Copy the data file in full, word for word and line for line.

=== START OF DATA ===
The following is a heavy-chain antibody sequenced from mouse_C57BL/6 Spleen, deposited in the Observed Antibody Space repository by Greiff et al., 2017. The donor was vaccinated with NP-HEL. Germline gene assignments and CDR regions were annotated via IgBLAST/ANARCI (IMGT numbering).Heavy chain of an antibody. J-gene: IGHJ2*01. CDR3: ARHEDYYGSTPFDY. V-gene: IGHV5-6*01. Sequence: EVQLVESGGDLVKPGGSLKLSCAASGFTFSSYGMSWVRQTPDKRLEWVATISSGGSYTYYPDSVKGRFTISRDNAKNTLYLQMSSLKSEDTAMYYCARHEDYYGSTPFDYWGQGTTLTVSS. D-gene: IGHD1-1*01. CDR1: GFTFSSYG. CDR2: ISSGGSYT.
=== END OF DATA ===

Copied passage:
The following is a heavy-chain antibody sequenced from mouse_C57BL/6 Spleen, deposited in the Observed Antibody Space repository by Greiff et al., 2017. The donor was vaccinated with NP-HEL. Germline gene assignments and CDR regions were annotated via IgBLAST/ANARCI (IMGT numbering).Heavy chain of an antibody. J-gene: IGHJ2*01. CDR3: ARHEDYYGSTPFDY. V-gene: IGHV5-6*01. Sequence: EVQLVESGGDLVKPGGSLKLSCAASGFTFSSYGMSWVRQTPDKRLEWVATISSGGSYTYYPDSVKGRFTISRDNAKNTLYLQMSSLKSEDTAMYYCARHEDYYGSTPFDYWGQGTTLTVSS. D-gene: IGHD1-1*01. CDR1: GFTFSSYG. CDR2: ISSGGSYT.